Monday 23rd September 2019
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While central banks on both sides of the Tasman will take centre stage downunder this week, there will also be plenty of information about corporate and economic health both domestically and globally.
Possibly of most significance for global growth will be the United States flash Performance of Manufacturing Index for September after the August reading of the Institute for Supply Management's PMI Index fell into contractionary territory for the first time since September 2009 in the wake of the global financial crisis.
US consumer spending accounts for two-thirds of the US economy which continues to chug along at a respectable rate of just above 2 percent, as does the New Zealand economy.
“It's the manufacturing side that looks pretty ugly, which is partly due to the trade tensions” between the US and China, says Mark Lister, the head of wealth research at Craigs Investment Partners.
“While that's a small part of the overall US economy, it does tell you things are fragile for a lot of sectors,” Lister says.
Late on Friday, news trickled out that Chinese officials, who were in the US to prepare for the resumption of high level trade talks early next month for the first time since April, returned to China earlier than scheduled after cancelling planned farm visits.
“There might not be anything in that, who knows whether it's relevant or not,” Lister says.
But financial markets took it as a signal to wind back their optimism that the two nations will be able to settle their differences soon.
Still, both sides were making positive noises over the weekend.
China’s state-run Xinhua news agency said on Saturday that fairly senior negotiators had “conducted constructive discussions” in Washington in recent days and had “agreed to continue to maintain communication.”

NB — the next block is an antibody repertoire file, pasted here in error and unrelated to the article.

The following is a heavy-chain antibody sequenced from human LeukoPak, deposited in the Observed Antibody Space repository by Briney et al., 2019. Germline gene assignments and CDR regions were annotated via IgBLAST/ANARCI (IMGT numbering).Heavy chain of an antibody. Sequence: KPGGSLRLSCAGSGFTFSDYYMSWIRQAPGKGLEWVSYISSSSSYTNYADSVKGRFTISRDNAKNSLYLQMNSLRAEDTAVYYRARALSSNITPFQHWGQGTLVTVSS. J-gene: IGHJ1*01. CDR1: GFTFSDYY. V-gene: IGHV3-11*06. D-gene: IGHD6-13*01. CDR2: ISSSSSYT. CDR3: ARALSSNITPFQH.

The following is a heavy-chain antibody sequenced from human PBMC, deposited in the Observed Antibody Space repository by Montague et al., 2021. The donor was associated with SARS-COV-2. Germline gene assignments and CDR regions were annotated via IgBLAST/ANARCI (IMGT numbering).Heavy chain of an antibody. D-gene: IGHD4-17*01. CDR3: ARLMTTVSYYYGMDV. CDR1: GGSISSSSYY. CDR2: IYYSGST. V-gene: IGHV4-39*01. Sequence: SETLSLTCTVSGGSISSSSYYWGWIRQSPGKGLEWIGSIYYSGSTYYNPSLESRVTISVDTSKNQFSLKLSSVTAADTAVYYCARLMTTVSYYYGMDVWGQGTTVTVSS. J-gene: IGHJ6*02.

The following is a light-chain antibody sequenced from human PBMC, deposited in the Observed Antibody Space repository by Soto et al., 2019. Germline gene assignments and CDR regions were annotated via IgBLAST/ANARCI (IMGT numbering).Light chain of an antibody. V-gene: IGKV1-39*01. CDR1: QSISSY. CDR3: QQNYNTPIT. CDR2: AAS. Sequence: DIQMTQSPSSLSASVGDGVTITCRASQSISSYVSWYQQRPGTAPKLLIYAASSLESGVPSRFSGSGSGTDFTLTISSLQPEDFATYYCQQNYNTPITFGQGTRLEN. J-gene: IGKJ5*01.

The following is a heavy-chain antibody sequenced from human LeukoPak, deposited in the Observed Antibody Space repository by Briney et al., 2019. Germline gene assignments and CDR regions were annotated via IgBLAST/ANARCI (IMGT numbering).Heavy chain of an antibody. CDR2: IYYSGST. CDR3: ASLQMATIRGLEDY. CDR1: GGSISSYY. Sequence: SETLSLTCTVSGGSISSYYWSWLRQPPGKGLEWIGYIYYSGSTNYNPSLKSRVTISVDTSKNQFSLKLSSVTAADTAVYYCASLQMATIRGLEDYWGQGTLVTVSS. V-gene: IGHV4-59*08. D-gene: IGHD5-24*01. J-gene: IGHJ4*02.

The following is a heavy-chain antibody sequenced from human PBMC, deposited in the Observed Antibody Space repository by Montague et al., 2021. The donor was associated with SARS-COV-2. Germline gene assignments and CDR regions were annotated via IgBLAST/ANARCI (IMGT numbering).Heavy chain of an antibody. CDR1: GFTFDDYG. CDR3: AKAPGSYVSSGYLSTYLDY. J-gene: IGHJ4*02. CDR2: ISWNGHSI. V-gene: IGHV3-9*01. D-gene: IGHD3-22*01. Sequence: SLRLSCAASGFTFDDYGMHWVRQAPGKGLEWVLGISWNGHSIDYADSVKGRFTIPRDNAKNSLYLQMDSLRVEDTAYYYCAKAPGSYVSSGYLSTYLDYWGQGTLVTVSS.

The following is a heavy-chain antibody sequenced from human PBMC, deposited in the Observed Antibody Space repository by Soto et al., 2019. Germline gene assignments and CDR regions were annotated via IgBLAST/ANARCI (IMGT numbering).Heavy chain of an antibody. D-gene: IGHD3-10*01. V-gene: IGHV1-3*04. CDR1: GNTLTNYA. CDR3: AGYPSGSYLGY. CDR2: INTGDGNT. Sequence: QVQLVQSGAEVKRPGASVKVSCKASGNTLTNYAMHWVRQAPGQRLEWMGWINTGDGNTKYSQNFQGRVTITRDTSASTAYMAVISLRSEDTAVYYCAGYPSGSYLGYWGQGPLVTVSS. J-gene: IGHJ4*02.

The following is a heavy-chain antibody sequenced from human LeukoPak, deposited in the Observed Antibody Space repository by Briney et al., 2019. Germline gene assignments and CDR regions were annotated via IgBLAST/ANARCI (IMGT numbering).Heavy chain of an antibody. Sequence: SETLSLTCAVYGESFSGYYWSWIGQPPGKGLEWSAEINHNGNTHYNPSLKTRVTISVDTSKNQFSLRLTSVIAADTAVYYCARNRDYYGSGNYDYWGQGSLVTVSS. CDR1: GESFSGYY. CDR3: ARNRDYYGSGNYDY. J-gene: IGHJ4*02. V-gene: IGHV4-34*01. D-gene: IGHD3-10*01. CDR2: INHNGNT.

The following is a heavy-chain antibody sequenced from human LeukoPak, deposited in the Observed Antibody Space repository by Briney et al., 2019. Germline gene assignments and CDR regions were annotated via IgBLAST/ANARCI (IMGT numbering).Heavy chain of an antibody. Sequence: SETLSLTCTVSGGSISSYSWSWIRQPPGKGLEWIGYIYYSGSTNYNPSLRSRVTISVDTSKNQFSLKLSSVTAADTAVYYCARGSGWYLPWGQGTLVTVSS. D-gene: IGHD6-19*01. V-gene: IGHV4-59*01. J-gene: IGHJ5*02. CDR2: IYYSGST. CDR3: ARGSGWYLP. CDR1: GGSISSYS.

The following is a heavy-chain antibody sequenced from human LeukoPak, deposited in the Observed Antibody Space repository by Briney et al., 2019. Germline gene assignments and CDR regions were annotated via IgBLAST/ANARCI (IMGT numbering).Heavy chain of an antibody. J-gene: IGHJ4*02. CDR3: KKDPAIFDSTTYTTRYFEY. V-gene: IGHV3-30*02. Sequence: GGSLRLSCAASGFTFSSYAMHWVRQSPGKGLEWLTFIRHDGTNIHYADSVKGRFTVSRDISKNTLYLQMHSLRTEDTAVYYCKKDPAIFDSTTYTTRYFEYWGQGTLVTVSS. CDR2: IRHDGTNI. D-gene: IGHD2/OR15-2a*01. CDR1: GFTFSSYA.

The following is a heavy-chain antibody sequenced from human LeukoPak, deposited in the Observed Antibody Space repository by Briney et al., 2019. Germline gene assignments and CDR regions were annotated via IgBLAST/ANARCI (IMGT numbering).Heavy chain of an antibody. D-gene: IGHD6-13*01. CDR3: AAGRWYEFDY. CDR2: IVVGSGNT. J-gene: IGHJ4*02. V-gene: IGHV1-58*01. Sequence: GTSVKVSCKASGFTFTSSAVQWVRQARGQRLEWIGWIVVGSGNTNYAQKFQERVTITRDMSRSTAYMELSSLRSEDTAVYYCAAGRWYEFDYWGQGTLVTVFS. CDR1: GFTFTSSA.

Meanwhile, a US statement called the discussions “productive” and said the US looks forward to welcoming the Chinese delegation for meetings in October.
PMIs for Europe and Japan will also be released on Monday and Tuesday – last month, these indices showed signs of improvement and stability.
On the home front, the corporate calendar is reasonably busy with Vector, Moa Group, Air New Zealand, Steel & Tube and Mercury New Zealand all holding their annual shareholders' meetings while retailers The Warehouse and Hallenstein Glassons and Fonterra will report their annual results.
Fonterra's results “will be closely watched, given the delays to this release, as well as the other issues facing the cooperative,” Lister says.
Fonterra had been due to report on Sept. 12 but said the week before that it and auditor PwC were still working through “significant accounting adjustments.”
The dairy giant did confirm prior guidance that it expects to report a loss of $590-675 million for the year to July 31, which is a 37-42 cent loss per share.
Lister says Air New Zealand's comments at its AGM on Wednesday will be worth watching.
“It's very tied into what's happening with tourism, which is very cyclical and economically sensitive and it's come off the boil recently,” he says.
“Air New Zealand tells us quite a lot about what's happening across the economy and further afield.”
The airline's take on the outlook for oil prices will also be worth taking note of following the attack on Saudi Arabia's production facilities.
Oil prices finished last week 6 percent higher, retracing much of the spike early in the week following the attack.
Lister says it's worth remembering that West Texas Intermediate crude oil was trading at US$72-73 a barrel this time last year compared with US$58 now.
As for that central bank action, Reserve Bank of Australia governor Philip Lowe will be delivering a speech on Tuesday with the title “An Economic Update” and is widely expected to greenlight another cut to his nation's cash rate following poor employment figures last week.
Market pricing of the likelihood of another 25 basis point cut to 0.75 percent jumped to 80 percent after the jobs report.
It will be the Reserve Bank of New Zealand's turn on Wednesday, although this will be a review of the official cash rate rather than a full monetary policy statement.
At the end of last week, the market pricing suggested just a 23 percent chance of an OCR cut following RBNZ's shock 50 basis point cut to 1 percent in early August.
But the chance of a cut at the next full monetary policy statement in November is priced at 74 percent and the chance of another cut in February next year is priced at 86 percent.
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